How businesses can find and prioritise AI opportunities

George Westerman, principal research scientist at the MIT Abdul Latif Jameel World Education Lab (J-WEL) discusses how Société Générale, the sixth-largest bank in Europe, uses generative AI as a core part of its digital transformation strategy with its chief digital strategy officer, Noémie Ellezam.


Most organizations are fairly well acquainted with the basics of generative AI, but few have put together a vision and road map for executing the still-fledging technology at enterprise scale.

Société Générale, the sixth-largest bank in Europe, is ahead of the pack, according to chief digital strategy officer Noémie Ellezam. The 150-year-old company supports 25 million clients daily, providing retail, corporate, and investment banking services as well as those specific to insurance, private banking, and securities. Innovation is central to Société Générale’s charter, and AI technologies, now including generative AI, have long been a pillar of the company’s digital transformation strategy.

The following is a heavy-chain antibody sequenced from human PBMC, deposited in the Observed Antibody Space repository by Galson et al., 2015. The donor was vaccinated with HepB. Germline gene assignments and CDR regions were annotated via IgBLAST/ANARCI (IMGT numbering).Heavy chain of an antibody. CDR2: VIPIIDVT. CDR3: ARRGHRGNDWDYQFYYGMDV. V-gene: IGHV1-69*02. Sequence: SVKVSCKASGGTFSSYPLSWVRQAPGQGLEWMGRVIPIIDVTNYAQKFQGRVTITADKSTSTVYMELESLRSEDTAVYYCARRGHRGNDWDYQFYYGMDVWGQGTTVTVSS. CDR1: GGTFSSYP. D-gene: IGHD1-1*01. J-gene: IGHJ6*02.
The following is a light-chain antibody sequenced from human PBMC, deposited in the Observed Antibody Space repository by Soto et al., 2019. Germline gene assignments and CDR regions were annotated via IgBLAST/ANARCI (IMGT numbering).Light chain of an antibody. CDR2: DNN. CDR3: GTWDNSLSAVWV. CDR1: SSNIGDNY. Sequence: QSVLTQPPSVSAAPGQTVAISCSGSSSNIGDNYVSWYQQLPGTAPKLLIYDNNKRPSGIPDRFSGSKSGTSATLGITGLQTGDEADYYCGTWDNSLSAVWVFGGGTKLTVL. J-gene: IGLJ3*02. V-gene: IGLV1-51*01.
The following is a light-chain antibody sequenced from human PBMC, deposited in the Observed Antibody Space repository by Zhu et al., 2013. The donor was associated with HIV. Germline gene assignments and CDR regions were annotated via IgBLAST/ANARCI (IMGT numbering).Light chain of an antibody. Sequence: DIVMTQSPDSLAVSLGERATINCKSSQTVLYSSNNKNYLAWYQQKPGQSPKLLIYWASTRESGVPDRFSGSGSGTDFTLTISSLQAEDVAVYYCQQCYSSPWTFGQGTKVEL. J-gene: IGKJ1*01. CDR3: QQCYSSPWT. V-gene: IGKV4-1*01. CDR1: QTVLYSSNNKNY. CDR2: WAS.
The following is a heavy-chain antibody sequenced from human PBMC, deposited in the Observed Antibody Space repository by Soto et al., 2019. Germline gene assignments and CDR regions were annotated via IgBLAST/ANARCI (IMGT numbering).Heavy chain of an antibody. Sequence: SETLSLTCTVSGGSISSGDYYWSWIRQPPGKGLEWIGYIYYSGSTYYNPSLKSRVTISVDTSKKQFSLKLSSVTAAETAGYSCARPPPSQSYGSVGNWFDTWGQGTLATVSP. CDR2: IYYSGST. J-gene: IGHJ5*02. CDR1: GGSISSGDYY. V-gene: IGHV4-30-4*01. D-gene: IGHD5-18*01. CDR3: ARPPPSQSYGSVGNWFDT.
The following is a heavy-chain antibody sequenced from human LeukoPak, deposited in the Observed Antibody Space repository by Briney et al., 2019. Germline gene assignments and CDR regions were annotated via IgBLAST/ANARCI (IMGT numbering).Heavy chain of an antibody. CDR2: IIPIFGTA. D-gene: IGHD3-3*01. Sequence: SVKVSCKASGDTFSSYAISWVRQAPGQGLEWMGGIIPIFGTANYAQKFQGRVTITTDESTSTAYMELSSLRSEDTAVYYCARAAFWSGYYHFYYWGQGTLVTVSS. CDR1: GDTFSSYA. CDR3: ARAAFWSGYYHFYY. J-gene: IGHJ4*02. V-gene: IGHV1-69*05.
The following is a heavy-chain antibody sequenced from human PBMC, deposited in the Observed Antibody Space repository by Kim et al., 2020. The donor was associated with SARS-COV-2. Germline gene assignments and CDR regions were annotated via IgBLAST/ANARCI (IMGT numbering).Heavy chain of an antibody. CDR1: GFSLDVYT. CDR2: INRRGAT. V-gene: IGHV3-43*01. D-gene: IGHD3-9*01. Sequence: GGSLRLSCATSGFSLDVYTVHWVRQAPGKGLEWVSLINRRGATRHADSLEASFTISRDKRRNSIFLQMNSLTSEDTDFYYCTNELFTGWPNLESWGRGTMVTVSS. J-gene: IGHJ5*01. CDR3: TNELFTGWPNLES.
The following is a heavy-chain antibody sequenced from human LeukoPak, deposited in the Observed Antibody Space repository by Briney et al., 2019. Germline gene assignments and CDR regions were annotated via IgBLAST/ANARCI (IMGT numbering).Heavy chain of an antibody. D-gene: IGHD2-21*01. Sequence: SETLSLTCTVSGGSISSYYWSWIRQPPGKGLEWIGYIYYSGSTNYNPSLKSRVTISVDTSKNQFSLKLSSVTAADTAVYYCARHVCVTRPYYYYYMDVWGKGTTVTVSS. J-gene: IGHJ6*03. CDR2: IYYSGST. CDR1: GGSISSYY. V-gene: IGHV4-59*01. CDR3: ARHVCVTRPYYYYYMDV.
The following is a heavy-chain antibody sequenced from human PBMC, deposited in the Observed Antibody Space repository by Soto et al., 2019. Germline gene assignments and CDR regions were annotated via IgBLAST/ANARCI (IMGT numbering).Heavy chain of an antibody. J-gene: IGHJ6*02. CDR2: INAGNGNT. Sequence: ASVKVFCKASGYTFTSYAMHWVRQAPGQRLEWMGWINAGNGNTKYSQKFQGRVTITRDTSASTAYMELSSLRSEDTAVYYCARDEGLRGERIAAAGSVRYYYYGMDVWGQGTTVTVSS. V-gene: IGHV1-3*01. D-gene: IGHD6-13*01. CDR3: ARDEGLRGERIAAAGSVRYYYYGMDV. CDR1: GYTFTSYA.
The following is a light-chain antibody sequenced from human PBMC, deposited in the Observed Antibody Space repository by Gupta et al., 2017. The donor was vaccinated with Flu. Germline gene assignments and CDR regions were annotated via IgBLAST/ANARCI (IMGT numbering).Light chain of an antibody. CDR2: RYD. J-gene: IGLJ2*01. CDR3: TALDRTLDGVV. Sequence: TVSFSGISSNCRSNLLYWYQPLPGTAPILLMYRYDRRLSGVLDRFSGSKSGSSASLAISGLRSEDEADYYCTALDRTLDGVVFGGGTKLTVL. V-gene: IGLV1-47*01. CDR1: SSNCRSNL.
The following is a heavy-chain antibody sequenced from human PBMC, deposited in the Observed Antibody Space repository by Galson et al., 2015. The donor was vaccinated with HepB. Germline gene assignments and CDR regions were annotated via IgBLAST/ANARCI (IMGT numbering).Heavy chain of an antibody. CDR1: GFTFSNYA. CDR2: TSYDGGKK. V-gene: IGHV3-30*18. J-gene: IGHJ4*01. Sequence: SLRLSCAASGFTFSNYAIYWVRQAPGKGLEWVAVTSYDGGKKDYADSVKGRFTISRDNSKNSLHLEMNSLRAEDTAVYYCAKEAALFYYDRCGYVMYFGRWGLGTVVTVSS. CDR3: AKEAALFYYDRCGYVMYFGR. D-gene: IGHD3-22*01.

“AI is an accelerator of our digital strategy, with potential impact across all of our businesses and business areas,” Ellezam said during a webinar hosted by MIT Sloan Management Review and sponsored by Skillsoft. Banks have been using AI and advanced analytics for years, with use cases such as real-time payments and fraud and overdraft management. “Generative AI is a very big step on the AI journey, but it’s just a step, not a complete shift,” she said.

Financial services institutions could see a 3% to 5% productivity boost from generative AI, but those gains won’t be reached for another three to five years, Ellezam said. Even though the technology is rapidly maturing, business outcomes are slower to manifest due to challenges related to ideation and prioritization, organizational structure, employee skills, and risk management. “There’s huge potential, but it’s a bit of work to mobilize it,” Ellezam said.

MIT Sloan